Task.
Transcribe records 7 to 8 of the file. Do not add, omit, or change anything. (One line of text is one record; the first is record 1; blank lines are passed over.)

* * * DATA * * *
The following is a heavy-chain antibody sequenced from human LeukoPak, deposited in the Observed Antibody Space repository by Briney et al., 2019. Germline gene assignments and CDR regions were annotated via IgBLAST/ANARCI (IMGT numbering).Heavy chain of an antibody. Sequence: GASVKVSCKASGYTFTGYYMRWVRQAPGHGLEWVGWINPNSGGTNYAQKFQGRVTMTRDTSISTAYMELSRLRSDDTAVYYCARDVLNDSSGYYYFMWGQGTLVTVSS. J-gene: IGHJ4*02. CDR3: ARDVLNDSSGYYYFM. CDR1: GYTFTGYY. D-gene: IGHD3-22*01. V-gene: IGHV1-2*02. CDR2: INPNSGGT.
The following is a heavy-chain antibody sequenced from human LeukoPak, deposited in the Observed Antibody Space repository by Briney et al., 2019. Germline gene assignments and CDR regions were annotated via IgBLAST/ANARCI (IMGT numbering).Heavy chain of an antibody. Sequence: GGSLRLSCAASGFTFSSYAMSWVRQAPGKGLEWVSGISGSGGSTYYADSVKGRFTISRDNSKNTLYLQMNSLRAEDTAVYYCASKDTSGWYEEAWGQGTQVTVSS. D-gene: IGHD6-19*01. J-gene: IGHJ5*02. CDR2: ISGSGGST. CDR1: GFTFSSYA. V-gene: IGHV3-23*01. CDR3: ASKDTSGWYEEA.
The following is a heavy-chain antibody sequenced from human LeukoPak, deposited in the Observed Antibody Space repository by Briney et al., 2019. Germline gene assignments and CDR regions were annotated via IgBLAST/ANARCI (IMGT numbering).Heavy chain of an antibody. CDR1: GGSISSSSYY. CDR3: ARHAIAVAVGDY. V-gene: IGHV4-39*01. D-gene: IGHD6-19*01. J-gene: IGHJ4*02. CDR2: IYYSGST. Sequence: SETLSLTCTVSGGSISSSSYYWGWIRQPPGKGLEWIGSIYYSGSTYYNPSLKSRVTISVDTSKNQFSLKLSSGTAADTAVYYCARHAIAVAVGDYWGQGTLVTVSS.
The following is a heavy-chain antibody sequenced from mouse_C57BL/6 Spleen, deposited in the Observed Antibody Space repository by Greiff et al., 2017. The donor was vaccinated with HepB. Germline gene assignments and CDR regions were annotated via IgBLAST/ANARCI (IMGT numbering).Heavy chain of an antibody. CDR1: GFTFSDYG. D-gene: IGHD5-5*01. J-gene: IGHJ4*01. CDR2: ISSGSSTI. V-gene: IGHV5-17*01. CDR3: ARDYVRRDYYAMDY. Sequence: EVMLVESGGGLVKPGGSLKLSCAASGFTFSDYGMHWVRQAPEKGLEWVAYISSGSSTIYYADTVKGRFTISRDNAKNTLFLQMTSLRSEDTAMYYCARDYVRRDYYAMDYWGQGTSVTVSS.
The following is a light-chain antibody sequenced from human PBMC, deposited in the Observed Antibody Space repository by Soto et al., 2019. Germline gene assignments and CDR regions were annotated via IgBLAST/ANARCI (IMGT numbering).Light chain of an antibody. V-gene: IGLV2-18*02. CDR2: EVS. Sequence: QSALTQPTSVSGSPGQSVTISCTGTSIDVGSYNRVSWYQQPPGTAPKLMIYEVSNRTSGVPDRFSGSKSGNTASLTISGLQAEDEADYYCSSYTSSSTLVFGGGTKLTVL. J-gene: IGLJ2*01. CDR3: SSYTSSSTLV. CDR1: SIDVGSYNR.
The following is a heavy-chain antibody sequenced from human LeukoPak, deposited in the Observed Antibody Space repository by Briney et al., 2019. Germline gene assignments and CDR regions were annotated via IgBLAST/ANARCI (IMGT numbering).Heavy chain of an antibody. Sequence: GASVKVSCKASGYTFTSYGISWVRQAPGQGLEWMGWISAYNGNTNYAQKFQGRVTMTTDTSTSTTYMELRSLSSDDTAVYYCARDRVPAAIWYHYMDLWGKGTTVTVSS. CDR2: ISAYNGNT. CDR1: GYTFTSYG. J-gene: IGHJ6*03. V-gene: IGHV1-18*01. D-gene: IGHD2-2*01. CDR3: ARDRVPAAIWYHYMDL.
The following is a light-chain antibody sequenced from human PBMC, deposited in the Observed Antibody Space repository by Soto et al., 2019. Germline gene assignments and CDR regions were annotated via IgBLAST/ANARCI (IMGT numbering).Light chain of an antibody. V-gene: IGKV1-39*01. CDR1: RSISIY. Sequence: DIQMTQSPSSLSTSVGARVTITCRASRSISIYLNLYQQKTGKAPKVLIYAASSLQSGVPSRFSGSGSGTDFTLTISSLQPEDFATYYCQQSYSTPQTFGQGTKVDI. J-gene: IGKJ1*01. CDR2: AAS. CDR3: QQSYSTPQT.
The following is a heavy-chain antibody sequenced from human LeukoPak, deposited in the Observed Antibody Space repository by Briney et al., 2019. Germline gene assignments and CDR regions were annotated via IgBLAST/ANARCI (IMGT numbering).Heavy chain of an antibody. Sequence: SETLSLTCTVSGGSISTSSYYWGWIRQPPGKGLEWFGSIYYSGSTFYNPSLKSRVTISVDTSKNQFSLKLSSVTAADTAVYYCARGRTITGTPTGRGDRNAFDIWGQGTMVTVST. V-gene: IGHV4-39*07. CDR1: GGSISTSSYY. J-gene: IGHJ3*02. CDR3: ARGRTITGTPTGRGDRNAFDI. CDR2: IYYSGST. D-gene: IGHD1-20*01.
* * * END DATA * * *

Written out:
The following is a light-chain antibody sequenced from human PBMC, deposited in the Observed Antibody Space repository by Soto et al., 2019. Germline gene assignments and CDR regions were annotated via IgBLAST/ANARCI (IMGT numbering).Light chain of an antibody. V-gene: IGKV1-39*01. CDR1: RSISIY. Sequence: DIQMTQSPSSLSTSVGARVTITCRASRSISIYLNLYQQKTGKAPKVLIYAASSLQSGVPSRFSGSGSGTDFTLTISSLQPEDFATYYCQQSYSTPQTFGQGTKVDI. J-gene: IGKJ1*01. CDR2: AAS. CDR3: QQSYSTPQT.
The following is a heavy-chain antibody sequenced from human LeukoPak, deposited in the Observed Antibody Space repository by Briney et al., 2019. Germline gene assignments and CDR regions were annotated via IgBLAST/ANARCI (IMGT numbering).Heavy chain of an antibody. Sequence: SETLSLTCTVSGGSISTSSYYWGWIRQPPGKGLEWFGSIYYSGSTFYNPSLKSRVTISVDTSKNQFSLKLSSVTAADTAVYYCARGRTITGTPTGRGDRNAFDIWGQGTMVTVST. V-gene: IGHV4-39*07. CDR1: GGSISTSSYY. J-gene: IGHJ3*02. CDR3: ARGRTITGTPTGRGDRNAFDI. CDR2: IYYSGST. D-gene: IGHD1-20*01.